The wife and I signed up for Netflix last month, just before the big move. This has led me to watch an awful lot of movies that I had previously never even heard of. I’ll try and review a few of them for ya in the coming weeks.

First up is a documentary called “Just Like Being There” from director Scout Shannon. I am not really a documentary buff, but for some reason Netflix is chock full of em, and I’ve been drawn to watch ’em. This one has been my favourite so far.

It explores the community of designers and silk-screeners that have been creating gig posters for underground and independent musical groups for the last ten years or so, the art they create, the collectability of the posters, and the revival of movie poster art brought on by Mondo and the Alamo Draft House.

Meeting with dozens of artists (including Jay Ryan and Olly Moss), one thing the film does really well is express the low-key, DIY tone of the community. These are creative, talented people who make the great posters, but they don’t come off as vain, unapproachable characters. They are everyday people doing their job, and doing it well.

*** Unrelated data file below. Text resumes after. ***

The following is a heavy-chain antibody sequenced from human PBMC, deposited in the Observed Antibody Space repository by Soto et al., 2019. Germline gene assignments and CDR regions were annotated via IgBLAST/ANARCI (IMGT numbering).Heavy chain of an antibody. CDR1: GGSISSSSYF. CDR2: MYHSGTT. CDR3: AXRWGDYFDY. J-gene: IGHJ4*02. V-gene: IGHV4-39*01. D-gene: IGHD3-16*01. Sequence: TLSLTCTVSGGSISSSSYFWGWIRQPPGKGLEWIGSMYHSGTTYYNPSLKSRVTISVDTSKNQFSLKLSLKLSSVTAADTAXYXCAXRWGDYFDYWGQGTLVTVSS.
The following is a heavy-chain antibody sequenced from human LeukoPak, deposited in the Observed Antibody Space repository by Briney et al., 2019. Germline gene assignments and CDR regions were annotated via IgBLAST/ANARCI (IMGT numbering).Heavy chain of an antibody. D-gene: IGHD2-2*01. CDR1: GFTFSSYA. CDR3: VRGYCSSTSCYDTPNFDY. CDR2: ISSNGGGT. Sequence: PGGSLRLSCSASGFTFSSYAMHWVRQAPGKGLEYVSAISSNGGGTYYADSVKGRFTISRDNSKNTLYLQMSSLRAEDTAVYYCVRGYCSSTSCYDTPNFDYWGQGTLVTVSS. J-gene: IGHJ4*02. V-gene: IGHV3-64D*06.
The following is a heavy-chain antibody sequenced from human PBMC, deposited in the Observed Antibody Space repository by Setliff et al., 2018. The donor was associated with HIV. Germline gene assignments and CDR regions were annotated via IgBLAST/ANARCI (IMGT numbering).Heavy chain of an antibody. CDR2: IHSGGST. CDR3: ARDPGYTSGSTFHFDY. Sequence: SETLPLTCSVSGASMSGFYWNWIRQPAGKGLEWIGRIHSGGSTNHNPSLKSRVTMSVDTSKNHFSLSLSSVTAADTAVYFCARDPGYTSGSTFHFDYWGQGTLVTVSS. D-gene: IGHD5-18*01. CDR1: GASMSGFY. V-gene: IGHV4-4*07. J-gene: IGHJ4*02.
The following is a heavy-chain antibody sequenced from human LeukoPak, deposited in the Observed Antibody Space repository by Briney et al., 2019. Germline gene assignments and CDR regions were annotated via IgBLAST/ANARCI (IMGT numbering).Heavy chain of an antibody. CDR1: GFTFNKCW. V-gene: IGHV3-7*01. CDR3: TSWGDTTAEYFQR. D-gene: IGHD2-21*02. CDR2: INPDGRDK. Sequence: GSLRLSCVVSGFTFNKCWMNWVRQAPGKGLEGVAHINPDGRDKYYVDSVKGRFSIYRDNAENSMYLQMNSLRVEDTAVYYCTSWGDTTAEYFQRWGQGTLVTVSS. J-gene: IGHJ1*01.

The great thing about this movie is how it manages to talk to all of these nice, unassuming artists, about their work and about the ideas of gig poster design and printing and present them in such a humble and down to earth way, while simultaneously make you insanely jealous for the product they create. You want to have these posters. They are gorgeous and striking and you can see them all in the film but cannot touch them, cannot own them. More over, for me, I was also jealous of the job. I want to be one of these artists, and to be able to spend my days creating posters and dreaming up designs. It had a strong appeal to me, and I spent the second half of the movie also thinking about how I could start a screen print studio.

Just Like Being There doesn’t expose a great tragedy in the world, and it isn’t telling a sensational tale, and it doesn’t uncover some secret truth about the world, but as a film, it shows you some pretty great people doing some pretty great art, and I have no doubt that I will be watching this one again and again in the coming years. If you have ever created something that you consider to be art, and are looking for a pick-me-up to help spur you back to it, then I recommend a viewing of this movie to get your motor running.

Here’s the trailer:

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